Note: These haunted houses are indeed ultra-scary and are geared to adults. The “scare crew” at Potter’s spends months planning this annual maze of terror — complete with the latest high-tech animatronics and digital sounds. Purchase your tickets online in advance. Potter’s House of Horrors is very popular, especially on weekends. Dates: October 4th through November 2nd.
Where to Stay in Surrey
For such a large place, Surrey is surprisingly lacking in good hotel choices. That’s changing as the city grows. Eight hotels are currently in construction, with another 22 planned. My pick is Surrey’s newest and most chic hotel, the Autograph Collection Civic Hotel.
Located in the heart of Surrey, the Civic Hotel is a design-forward hotel with an urban vibe and beautiful facade. It’s located right next to Surrey City Centre Skytrain light rail station, a distance of about 30-40 minutes from YVR Airport or downtown Vancouver. The hotel offers 144 uniquely designed guest rooms with themes that represent the culture and natural beauty of British Columbia. I stayed on the south of the Fraser (River) floor in the Delta room. The views of the north shore and Lower Mainland were stunning, particularly at sunset.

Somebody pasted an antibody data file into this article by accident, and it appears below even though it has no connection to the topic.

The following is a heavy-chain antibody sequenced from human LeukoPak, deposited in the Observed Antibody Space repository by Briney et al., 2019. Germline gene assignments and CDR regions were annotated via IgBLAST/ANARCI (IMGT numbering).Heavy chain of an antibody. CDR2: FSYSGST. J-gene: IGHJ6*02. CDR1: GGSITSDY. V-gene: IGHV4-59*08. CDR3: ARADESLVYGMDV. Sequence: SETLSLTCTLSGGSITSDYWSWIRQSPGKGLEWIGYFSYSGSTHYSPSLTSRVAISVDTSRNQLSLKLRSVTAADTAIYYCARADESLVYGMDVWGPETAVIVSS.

The hotel has two in-house food options. Prado Cafe is located next to the hotel lobby. Serving up excellent espresso drinks and delicious breakfast items, it’s a perfect spot for a quick latte or lingering drip coffee and avo toast with friends. The in-house restaurant is the Dominion Bar + Kitchen, a high ceilinged space that serves a wide variety of fusion cuisine. Think mac and cheese, Chinese dim sum, vegan dishes, pizza, coconut curry and steaks.
The weekdays cater to the business crowd, but the weekends are perfect for family stays. There’s a gym, fitness centre and rooftop outdoor pool, and kids can run their hearts out on the civic plaza outside the front doors of the hotel.
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Disclosure: The Travelling Mom thanks Discover Surrey for its generous hospitality. As always, my opinions on spicy Indian food and the joys of finding the great pumpkins are honest and my own.
Photo Credit: Claudia Laroye, Shutterstock